Traditional privately-verifiable proofs of retrievability (PoR) require users to securely generate and store secret keys for data storage and retrieval. This incurs significant inconveniences for users who multiple devices to store and retrieve their data, as secret keys need to be installed on all of these devices. In this paper, we propose a cryptographic primitive called password-authenticated proofs of retrievability (PAPoR), where users are able to use memorable passwords to outsource their data to a cloud and retrieve their data for integrity check. In a PAPoR scheme, users are required to register their passwords with the cloud server before issuing storage and retrieval requests. During the storage and retrieval phases, users communicate with the cloud server to recover secrets tied to the passwords. These secrets are used to complete the storage and retrieval tasks. After describing a formal security definition for the PAPoR framework, we give a concrete construction and the security analysis, and discuss several variants to improve its security. In addition, we implement the given PAPoR construction to evaluate its performance.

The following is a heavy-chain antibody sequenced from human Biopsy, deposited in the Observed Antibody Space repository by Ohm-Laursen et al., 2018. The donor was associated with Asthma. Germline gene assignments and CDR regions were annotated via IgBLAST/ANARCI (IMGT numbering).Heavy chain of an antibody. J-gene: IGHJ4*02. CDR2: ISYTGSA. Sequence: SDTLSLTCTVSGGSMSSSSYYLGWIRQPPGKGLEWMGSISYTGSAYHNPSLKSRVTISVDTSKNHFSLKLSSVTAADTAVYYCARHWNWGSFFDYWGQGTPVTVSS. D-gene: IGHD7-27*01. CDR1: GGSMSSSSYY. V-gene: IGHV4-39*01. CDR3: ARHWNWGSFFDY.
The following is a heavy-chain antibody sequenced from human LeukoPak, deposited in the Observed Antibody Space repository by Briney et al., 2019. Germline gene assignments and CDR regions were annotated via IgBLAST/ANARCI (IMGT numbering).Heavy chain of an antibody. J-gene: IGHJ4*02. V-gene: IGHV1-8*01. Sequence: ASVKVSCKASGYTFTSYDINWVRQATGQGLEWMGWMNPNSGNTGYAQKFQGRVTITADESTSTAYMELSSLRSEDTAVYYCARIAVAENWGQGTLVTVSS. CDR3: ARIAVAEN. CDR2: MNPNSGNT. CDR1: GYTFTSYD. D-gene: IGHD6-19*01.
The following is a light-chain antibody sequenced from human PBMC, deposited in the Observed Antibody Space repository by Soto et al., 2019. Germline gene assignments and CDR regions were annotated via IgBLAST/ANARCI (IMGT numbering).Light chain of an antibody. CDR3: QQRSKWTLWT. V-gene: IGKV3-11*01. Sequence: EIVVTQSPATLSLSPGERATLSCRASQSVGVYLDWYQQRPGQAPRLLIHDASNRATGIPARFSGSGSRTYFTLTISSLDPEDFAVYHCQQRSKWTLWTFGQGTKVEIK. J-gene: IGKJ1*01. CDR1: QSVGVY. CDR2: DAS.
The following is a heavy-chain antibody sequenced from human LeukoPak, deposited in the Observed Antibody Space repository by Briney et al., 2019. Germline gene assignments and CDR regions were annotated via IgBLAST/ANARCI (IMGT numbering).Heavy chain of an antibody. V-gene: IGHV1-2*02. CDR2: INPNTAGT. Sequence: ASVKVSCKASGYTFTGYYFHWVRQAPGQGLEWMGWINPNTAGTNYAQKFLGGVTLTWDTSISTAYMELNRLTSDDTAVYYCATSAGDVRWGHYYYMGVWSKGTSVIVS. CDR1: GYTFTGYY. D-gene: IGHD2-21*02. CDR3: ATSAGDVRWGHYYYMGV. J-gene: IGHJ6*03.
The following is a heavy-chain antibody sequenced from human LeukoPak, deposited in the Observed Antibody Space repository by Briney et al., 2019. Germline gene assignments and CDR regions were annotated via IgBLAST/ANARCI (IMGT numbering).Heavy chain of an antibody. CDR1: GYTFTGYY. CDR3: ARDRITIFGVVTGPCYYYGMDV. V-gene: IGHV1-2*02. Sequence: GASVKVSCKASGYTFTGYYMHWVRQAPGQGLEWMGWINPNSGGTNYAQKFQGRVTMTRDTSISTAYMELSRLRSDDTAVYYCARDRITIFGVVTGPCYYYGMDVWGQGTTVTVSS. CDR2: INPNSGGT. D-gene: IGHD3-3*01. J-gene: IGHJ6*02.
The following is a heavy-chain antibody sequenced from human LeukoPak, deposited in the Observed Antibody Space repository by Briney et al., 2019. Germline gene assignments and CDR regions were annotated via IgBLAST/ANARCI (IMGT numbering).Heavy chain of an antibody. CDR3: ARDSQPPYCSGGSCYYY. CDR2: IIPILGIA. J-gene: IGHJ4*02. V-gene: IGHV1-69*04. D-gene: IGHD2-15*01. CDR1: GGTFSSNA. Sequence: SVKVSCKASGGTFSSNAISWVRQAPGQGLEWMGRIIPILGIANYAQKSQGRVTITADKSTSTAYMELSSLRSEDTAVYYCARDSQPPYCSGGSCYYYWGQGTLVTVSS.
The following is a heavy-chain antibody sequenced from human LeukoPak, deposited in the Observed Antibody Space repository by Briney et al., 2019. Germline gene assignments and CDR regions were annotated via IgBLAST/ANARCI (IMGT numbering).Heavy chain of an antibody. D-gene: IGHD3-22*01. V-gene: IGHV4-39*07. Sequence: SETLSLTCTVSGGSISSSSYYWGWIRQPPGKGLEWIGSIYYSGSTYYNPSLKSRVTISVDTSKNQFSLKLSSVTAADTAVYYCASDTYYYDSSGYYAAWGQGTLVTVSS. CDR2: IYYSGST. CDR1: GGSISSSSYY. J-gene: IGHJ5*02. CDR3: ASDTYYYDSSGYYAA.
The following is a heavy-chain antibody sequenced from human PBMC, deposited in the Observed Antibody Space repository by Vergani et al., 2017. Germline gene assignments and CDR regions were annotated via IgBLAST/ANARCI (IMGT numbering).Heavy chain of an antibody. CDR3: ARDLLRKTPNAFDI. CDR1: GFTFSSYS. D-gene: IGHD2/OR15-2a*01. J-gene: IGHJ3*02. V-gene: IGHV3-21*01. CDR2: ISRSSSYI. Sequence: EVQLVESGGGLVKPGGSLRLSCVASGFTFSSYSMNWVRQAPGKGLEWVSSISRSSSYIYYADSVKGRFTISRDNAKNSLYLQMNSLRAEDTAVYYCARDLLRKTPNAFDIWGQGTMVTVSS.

- Cloud computing
- Proofs of retrievability